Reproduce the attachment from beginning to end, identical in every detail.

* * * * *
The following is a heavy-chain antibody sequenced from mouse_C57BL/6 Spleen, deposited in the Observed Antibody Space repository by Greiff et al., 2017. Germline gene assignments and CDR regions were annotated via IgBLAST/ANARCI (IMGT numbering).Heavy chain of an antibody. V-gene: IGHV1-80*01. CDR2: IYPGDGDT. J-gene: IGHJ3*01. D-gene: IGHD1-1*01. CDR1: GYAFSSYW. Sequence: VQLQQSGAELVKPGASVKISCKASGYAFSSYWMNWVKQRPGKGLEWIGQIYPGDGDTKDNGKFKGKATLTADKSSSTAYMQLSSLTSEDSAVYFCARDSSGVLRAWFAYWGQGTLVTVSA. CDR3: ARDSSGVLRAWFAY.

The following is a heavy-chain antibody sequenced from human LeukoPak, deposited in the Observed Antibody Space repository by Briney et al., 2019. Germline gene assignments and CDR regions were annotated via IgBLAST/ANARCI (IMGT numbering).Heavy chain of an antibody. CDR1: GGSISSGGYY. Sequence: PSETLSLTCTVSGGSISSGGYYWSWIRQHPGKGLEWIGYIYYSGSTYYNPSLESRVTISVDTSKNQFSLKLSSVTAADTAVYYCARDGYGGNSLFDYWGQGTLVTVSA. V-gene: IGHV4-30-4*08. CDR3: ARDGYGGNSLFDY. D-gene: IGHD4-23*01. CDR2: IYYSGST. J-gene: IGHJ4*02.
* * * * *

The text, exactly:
The following is a heavy-chain antibody sequenced from mouse_C57BL/6 Spleen, deposited in the Observed Antibody Space repository by Greiff et al., 2017. Germline gene assignments and CDR regions were annotated via IgBLAST/ANARCI (IMGT numbering).Heavy chain of an antibody. V-gene: IGHV1-80*01. CDR2: IYPGDGDT. J-gene: IGHJ3*01. D-gene: IGHD1-1*01. CDR1: GYAFSSYW. Sequence: VQLQQSGAELVKPGASVKISCKASGYAFSSYWMNWVKQRPGKGLEWIGQIYPGDGDTKDNGKFKGKATLTADKSSSTAYMQLSSLTSEDSAVYFCARDSSGVLRAWFAYWGQGTLVTVSA. CDR3: ARDSSGVLRAWFAY.

The following is a heavy-chain antibody sequenced from human LeukoPak, deposited in the Observed Antibody Space repository by Briney et al., 2019. Germline gene assignments and CDR regions were annotated via IgBLAST/ANARCI (IMGT numbering).Heavy chain of an antibody. CDR1: GGSISSGGYY. Sequence: PSETLSLTCTVSGGSISSGGYYWSWIRQHPGKGLEWIGYIYYSGSTYYNPSLESRVTISVDTSKNQFSLKLSSVTAADTAVYYCARDGYGGNSLFDYWGQGTLVTVSA. V-gene: IGHV4-30-4*08. CDR3: ARDGYGGNSLFDY. D-gene: IGHD4-23*01. CDR2: IYYSGST. J-gene: IGHJ4*02.